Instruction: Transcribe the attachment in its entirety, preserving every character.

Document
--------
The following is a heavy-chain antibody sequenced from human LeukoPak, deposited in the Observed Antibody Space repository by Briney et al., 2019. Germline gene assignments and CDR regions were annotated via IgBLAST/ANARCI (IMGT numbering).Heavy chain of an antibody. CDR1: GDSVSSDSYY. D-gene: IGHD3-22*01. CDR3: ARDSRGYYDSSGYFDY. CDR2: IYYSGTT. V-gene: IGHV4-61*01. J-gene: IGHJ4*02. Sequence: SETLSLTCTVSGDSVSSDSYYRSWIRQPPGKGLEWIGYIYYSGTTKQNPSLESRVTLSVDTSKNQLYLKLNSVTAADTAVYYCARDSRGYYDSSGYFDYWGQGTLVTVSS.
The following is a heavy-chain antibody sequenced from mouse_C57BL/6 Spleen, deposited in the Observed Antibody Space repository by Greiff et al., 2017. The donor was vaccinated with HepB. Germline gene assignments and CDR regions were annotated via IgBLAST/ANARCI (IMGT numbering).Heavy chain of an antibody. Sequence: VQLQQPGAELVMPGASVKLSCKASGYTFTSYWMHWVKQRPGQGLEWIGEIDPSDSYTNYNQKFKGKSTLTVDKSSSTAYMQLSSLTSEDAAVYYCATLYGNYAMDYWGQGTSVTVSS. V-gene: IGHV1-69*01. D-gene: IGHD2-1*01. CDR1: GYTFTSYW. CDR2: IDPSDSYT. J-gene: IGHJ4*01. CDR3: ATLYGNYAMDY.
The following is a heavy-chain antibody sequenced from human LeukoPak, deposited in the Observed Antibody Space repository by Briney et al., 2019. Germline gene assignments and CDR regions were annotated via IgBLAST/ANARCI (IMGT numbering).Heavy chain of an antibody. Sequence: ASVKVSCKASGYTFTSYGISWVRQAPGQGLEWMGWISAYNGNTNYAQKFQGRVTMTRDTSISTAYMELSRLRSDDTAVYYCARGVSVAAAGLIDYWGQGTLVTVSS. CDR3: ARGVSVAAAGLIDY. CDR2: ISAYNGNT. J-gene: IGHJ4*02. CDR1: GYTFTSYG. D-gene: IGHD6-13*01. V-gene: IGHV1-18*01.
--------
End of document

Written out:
The following is a heavy-chain antibody sequenced from human LeukoPak, deposited in the Observed Antibody Space repository by Briney et al., 2019. Germline gene assignments and CDR regions were annotated via IgBLAST/ANARCI (IMGT numbering).Heavy chain of an antibody. CDR1: GDSVSSDSYY. D-gene: IGHD3-22*01. CDR3: ARDSRGYYDSSGYFDY. CDR2: IYYSGTT. V-gene: IGHV4-61*01. J-gene: IGHJ4*02. Sequence: SETLSLTCTVSGDSVSSDSYYRSWIRQPPGKGLEWIGYIYYSGTTKQNPSLESRVTLSVDTSKNQLYLKLNSVTAADTAVYYCARDSRGYYDSSGYFDYWGQGTLVTVSS.
The following is a heavy-chain antibody sequenced from mouse_C57BL/6 Spleen, deposited in the Observed Antibody Space repository by Greiff et al., 2017. The donor was vaccinated with HepB. Germline gene assignments and CDR regions were annotated via IgBLAST/ANARCI (IMGT numbering).Heavy chain of an antibody. Sequence: VQLQQPGAELVMPGASVKLSCKASGYTFTSYWMHWVKQRPGQGLEWIGEIDPSDSYTNYNQKFKGKSTLTVDKSSSTAYMQLSSLTSEDAAVYYCATLYGNYAMDYWGQGTSVTVSS. V-gene: IGHV1-69*01. D-gene: IGHD2-1*01. CDR1: GYTFTSYW. CDR2: IDPSDSYT. J-gene: IGHJ4*01. CDR3: ATLYGNYAMDY.
The following is a heavy-chain antibody sequenced from human LeukoPak, deposited in the Observed Antibody Space repository by Briney et al., 2019. Germline gene assignments and CDR regions were annotated via IgBLAST/ANARCI (IMGT numbering).Heavy chain of an antibody. Sequence: ASVKVSCKASGYTFTSYGISWVRQAPGQGLEWMGWISAYNGNTNYAQKFQGRVTMTRDTSISTAYMELSRLRSDDTAVYYCARGVSVAAAGLIDYWGQGTLVTVSS. CDR3: ARGVSVAAAGLIDY. CDR2: ISAYNGNT. J-gene: IGHJ4*02. CDR1: GYTFTSYG. D-gene: IGHD6-13*01. V-gene: IGHV1-18*01.